Where Do You Buy Your Books?
To me, this week's cover on The New Yorker reached the heart of one of the book buying issues for publishers and consumers. It's hard to see on the little image that I'm including with this post but a shopkeeper is unlocking the door to his bookstore. Next door, the UPS man is delivering a box to a woman. In tiny letters which you can see on the actual cover, the box says, "AMAZON.COM."
The irony is evident that a woman lives next door to a bookstore yet purchases her books from Amazon because of the convenience (24 hours a day) or the price or some other factor.
Several years ago, a writer friend told me with great authority, "I never buy books online but only buy them from my local independent bookstore." Now that's an interesting comment but I suspect such a commitment to the local bookstore is rare.
While I purchase books, I treat shopping for books like I would any other product. I'm searching for the best possible price as much as the particular place where I get the book. When I purchase an airline ticket, I check a number of different online places before I make my purchase. I go through the same process when I purchase books. Normally I go to BookFinder4U and enter the book title or the author's name. This tool will search many different online bookstores and calculate the total price of the book--including the postage. Simultaneously this tool searches new and used books. You determine where you want to purchase your book and the condition of that particular book (new or used).
Also I buy books at the bookstore but much less frequently than I have in the past and I suspect this trend is true with many others.
My encouragement to you as a writer is to be aware of where people are purchasing books--and make sure your book is available in as many different venues and formats as possible. Some people prefer audio books while others travel and would rather have your book in an Ebook format which they can download and use on the road. If you discover that your publisher has not made your book available in a particular place (even to be ordered), then gently plan a strategy to resolve this matter. I say gently because you do not want to become a nuisance to your publisher--but you do want to be a proactive author who cares about selling books and knowledgeable about how books are sold.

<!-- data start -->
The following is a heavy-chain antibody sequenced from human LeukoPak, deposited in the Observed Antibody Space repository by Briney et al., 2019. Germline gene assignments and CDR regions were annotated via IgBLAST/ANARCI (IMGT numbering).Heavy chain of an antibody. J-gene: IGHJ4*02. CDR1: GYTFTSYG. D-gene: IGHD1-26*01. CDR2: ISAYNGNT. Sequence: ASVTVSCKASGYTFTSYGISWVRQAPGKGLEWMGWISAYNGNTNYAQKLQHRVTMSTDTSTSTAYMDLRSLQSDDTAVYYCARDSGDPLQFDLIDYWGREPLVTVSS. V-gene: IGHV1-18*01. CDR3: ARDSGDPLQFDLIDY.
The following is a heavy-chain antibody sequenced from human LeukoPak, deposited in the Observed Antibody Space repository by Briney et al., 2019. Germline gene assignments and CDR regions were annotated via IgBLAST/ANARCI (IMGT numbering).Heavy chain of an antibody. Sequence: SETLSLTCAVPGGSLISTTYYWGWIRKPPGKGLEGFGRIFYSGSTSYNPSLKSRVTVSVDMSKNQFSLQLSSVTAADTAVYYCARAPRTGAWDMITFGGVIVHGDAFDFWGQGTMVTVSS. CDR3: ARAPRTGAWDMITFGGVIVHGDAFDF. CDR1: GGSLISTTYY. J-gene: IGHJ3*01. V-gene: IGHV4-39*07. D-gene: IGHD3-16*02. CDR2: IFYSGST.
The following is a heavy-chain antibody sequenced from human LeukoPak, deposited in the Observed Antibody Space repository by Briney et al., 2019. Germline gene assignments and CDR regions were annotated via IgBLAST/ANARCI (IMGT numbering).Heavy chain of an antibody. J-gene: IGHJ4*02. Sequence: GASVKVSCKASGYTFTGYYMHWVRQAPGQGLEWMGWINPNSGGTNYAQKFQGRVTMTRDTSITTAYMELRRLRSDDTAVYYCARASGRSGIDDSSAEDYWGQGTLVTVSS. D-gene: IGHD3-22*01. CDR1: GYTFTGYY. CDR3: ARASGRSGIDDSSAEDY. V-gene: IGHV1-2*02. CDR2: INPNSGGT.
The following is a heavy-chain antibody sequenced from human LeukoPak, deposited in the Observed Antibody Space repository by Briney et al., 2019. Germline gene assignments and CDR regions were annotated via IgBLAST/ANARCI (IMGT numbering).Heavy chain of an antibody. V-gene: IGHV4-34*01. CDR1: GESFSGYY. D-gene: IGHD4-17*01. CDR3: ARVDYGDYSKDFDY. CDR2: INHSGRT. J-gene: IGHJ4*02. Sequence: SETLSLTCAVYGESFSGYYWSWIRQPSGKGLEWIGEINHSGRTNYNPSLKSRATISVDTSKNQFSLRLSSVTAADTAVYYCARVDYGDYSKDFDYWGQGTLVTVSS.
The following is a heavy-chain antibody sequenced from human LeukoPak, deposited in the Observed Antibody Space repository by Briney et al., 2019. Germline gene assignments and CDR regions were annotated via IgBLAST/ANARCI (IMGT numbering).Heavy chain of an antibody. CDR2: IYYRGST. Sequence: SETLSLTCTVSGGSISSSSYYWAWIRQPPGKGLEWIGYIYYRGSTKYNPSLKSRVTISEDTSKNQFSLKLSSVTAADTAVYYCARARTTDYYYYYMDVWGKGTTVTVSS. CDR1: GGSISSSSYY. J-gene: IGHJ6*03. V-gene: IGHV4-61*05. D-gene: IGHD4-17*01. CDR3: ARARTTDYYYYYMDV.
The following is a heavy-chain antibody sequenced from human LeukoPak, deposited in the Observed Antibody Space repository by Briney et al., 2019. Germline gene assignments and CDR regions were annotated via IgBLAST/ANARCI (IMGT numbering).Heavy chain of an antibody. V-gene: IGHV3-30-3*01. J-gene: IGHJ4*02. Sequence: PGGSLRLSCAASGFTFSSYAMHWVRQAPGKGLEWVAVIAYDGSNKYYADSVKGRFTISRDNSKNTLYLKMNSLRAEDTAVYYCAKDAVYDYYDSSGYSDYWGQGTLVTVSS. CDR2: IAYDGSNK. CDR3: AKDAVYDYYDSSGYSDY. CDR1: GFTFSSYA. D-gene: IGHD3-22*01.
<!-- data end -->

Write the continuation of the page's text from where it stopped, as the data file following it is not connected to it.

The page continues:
For example, when the small press, Write Now Publications, did not have the search inside feature activated for my Book Proposals That Sell, I researched a tiny bit on Amazon and discovered the author can resolve this matter. It involved filling out a simple release form for Amazon and mailing them a physical book. Then it took a bit of time but eventually Amazon scanned the pages and activated this feature for Book Proposals That Sell. See how I was proactive to increase the sales of my book without being a nuisance to my publisher? Many people use that search inside the book feature on Amazon to make a buying decision so you want to have that tool active for your books.
The marketplace is ever changing in this area as publishers and authors look for new venues and ways to sell their books. It's something else you can also consider for your Writing Life.